3 Female Entrepreneurs Changing the Beauty Industry

Though women have long been the public face of the beauty industry, they have historically been kept out of decision-making behind the scenes. Times are changing, and as more females step into leadership roles, so are skincare, cosmetic, and hair care brands. Here are three women who are using their skills to give the beauty […]

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Though women have long been the public face of the beauty industry, they have historically been kept out of decision-making behind the scenes. Times are changing, and as more females step into leadership roles, so are skincare, cosmetic, and hair care brands. Here are three women who are using their skills to give the beauty industry a long-overdue makeover.

Sharon Chuter is the founder of the wildly successful UOMA Beauty company, which brought true inclusivity to the makeup counter. She is also the driving force behind the Pull Up for Change campaign. Her targeted initiative aims to make the beauty sector more equitable by asking companies to publicly release statistical data about their employment practices. Chuter’s work has quickly made an impact on a sector that is traditionally slow to embrace change. Several corporations have pledged to make meaningful adjustments going forward, while others have already begun reworking their hiring processes in order to foster diversity.

Nikita Mehta worked with her brother, Akash, to found Fable & Mane. The beauty industry has seen the creation of thousands of new haircare brands, but none of them are quite as revolutionary as Fable & Mane. Mehta combined the traditional Indian practice of Ayurveda with sustainability to launch a brand that would give people an ethical choice for all of their haircare needs. Locally sourced packaging, environmentally friendly formulas, and vegan ingredients are all carefully chosen by Mehta in order to make Fable & Mane’s oils, shampoos, conditioners, and masks as good for the planet as they are for the hair.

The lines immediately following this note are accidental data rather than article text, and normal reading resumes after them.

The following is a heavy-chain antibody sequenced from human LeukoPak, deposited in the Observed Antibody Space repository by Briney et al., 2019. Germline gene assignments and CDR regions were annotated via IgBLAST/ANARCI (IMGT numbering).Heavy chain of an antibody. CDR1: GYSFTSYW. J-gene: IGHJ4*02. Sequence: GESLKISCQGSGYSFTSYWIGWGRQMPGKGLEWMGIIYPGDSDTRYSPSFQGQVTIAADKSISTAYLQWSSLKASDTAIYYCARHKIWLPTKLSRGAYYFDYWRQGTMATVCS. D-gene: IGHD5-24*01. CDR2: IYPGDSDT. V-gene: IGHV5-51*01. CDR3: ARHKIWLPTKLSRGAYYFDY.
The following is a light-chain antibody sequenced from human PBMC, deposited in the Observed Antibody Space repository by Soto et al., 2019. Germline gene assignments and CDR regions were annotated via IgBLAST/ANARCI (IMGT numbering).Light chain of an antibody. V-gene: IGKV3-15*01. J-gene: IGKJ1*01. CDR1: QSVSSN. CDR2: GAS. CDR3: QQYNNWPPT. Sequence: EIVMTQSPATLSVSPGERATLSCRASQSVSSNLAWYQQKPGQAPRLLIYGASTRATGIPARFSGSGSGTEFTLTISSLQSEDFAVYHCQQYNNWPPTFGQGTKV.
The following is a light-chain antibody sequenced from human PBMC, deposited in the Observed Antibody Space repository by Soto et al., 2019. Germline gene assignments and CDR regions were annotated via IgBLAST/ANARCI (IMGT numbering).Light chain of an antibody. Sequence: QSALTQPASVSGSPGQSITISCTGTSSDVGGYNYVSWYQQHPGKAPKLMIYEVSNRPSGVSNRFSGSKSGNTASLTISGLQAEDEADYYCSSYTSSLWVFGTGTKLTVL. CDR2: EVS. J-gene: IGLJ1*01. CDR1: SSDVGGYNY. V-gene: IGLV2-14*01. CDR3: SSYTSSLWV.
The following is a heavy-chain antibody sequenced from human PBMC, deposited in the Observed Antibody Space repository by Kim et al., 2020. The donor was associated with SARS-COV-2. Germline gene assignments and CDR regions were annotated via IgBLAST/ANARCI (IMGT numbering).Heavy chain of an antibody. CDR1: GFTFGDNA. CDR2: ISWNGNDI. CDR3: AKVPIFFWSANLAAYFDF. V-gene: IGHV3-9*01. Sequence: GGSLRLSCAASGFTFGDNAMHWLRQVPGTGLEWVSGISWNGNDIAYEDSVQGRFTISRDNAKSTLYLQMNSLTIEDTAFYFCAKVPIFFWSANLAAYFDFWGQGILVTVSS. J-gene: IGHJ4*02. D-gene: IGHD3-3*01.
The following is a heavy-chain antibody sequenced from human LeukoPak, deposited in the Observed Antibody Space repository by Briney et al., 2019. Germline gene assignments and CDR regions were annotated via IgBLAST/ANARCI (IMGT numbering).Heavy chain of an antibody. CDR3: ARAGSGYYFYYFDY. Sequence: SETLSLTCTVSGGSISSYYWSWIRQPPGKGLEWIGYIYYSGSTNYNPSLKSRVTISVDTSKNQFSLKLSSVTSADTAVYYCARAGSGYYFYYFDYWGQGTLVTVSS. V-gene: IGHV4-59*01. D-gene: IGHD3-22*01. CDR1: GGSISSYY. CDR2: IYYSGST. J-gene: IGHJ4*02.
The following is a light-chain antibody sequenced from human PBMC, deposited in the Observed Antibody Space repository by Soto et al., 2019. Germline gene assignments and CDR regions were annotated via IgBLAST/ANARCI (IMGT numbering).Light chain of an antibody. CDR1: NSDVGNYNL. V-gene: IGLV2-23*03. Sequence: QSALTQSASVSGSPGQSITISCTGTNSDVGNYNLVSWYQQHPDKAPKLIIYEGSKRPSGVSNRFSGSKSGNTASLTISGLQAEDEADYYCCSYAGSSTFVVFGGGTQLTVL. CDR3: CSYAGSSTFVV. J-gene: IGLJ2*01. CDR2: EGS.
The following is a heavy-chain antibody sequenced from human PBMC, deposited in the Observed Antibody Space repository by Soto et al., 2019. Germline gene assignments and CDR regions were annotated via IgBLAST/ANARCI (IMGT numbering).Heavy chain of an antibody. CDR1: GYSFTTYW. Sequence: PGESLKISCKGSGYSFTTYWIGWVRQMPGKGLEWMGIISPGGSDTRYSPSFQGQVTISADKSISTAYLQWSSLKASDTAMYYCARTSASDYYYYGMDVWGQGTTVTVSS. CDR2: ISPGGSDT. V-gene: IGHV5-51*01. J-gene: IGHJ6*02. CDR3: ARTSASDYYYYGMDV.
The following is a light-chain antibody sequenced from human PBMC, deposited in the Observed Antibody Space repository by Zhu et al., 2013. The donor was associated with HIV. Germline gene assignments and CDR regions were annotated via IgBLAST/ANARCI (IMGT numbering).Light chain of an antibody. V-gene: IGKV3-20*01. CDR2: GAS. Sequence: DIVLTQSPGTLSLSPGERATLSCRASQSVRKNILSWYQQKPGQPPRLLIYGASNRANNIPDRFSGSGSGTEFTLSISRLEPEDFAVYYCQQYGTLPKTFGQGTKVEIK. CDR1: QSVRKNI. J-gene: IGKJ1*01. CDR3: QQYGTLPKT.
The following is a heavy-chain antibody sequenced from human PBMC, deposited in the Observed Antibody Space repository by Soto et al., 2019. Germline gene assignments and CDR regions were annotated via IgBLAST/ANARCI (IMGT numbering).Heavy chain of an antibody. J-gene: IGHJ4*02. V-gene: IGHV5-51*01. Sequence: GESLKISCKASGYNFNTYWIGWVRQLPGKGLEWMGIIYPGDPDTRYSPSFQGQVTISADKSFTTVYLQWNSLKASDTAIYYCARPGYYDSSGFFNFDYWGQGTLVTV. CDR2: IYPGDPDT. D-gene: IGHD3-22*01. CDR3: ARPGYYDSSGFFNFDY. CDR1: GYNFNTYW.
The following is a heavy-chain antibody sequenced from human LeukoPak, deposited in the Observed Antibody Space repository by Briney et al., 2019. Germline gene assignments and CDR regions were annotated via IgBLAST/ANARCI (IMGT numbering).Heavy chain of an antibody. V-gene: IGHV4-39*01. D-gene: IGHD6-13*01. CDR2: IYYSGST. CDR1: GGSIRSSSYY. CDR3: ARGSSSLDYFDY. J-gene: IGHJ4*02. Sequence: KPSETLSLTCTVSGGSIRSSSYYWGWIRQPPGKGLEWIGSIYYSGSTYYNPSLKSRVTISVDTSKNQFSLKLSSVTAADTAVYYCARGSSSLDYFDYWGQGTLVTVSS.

Trishna Daswaney has worked hard to make maintaining a beauty routine accessible for everyone. Her Kohl Kreatives brand features a wide range of brushes and beauty tools for people often overlooked by the industry. People working with limited motor control, undergoing medical treatments, dealing with vision impairments, or who are part of the transgender community can all rely on Kohl Kreatives to have a product that will meet their unique needs. By making accessible brushes and tools, Daswaney has helped to make the beauty industry truly inclusive.
These three innovative women, along with other female trailblazers, are proof that the beauty industry is changing for good in more ways than one.         

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